Our Namesake’s Roots in a Flexible, Unorthodox Art

If you have wondered why our program is named “Elemental” and what that means, you are not alone. Many of you who read these posts have a background in martial arts from the east Asian traditions, and, although you may know how elements play into understanding of problem-solving strategies, may wonder why it would be important for a sexual assault protection program to carry that title. In contrast, those who have interest and expertise in the science of sexual assault understanding and prevention may wonder what “elements” are and why we have found the model useful.

Different philosophical traditions—particularly those that are tied to ways of truth-seeking that predate modern scientific methods—have modeled the irreducibly fundamental components of the universe in different ways. For example, in the traditions of the ninja warriors of the Iga region of Japan, the energies of the universe could be conceptualized as five basic elements: earth, water, fire, wind, and “ku” (the last being a “great emptiness” from which the others are derived). For our purposes, each of these elements is associated with a different attitude and motion that is used in the course of solving a problem. If one is operating from the earth element, one is confident, commanding, and holds one’s ground. In contrast, if one is surprised, perhaps a bit unsure of oneself, and needs time to step back and strategize to respond to a problem, one is operating in water. If one is engaged, can see where things are headed, and knows what will happen next so well that moving forward and consuming space allows oneself to “snuff out” the problem before it grows, then one is operating in fire. If one is so compassionate that one is willing to abandon space in order to achieve one’s goals, then one is operating in wind. It is important to be able to pick the best solution to the problem based not only on one’s own feelings, but on the characteristics of the threat. After all, holding one’s ground (even if one’s usual, most comfortable operating mode is earth) would be a terrible idea when faced with a swinging wrecking ball or a speeding truck. Regardless of which element is chosen, the way in which that element is manifested need not be violent. The path to the ultimate goal may not require brutality, and, as such, focusing on the best way to attain that goal becomes most important. This makes right-mindedness—rather than physical technique—most critical.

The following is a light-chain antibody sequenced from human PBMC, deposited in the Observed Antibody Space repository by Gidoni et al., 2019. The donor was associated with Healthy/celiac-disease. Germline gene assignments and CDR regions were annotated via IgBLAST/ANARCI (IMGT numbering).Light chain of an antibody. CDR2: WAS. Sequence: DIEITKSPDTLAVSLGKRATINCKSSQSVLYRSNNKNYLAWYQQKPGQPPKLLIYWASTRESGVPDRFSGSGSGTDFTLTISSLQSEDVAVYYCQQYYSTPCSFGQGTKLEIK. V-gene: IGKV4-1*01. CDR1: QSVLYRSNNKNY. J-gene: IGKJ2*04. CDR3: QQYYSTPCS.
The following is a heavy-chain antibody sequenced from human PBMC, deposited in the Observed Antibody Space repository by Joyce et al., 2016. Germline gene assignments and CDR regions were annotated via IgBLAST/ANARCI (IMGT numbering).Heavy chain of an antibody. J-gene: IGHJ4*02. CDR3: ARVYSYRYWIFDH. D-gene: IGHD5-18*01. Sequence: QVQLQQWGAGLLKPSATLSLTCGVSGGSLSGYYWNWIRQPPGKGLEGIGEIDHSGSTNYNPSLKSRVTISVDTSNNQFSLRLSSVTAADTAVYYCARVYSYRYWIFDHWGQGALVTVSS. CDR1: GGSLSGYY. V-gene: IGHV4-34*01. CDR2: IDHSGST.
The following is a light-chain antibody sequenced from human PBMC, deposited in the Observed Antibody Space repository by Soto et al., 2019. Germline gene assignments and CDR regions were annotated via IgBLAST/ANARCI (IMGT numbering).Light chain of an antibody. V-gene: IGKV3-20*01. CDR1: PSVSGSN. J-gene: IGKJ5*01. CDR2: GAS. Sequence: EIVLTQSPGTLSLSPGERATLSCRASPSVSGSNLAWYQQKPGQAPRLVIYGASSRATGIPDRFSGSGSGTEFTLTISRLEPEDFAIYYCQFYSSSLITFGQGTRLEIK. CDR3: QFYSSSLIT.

One of the many things that we find fascinating about this is that, when it comes to teaching self-protection from sexual assault, we understand that students have different attitudes and the situations that they encounter have different requirements. Some students are confident, others need time to think and react, others are very engaged and are apt to recognize and shut down a problem early, and others just want to vanish in the breeze when trouble comes. An element-based art recognizes that all of these responses are valid and potentially effective. As such, both in word and in action, we feel that students are more apt to find parts of the curriculum that resonate with them (and with the needs of the situations that they face) when they are afforded flexibility and choice in response mode instead of being told that they must do defense “B” when faced with situation “A.” Moreover, because we focus on giving students the tools to accomplish their own ultimate objectives using nonviolent response options, they are empowered to try things that they are more likely to use. Moreover, they develop the sensitivity to deploy tactics earlier in interactions in order to avoid escalation to emergency levels. The goal, after all, is to empower students to find consent in their relationships and, when that is not possible, still return home happy, healthy, and safe.

~The Directors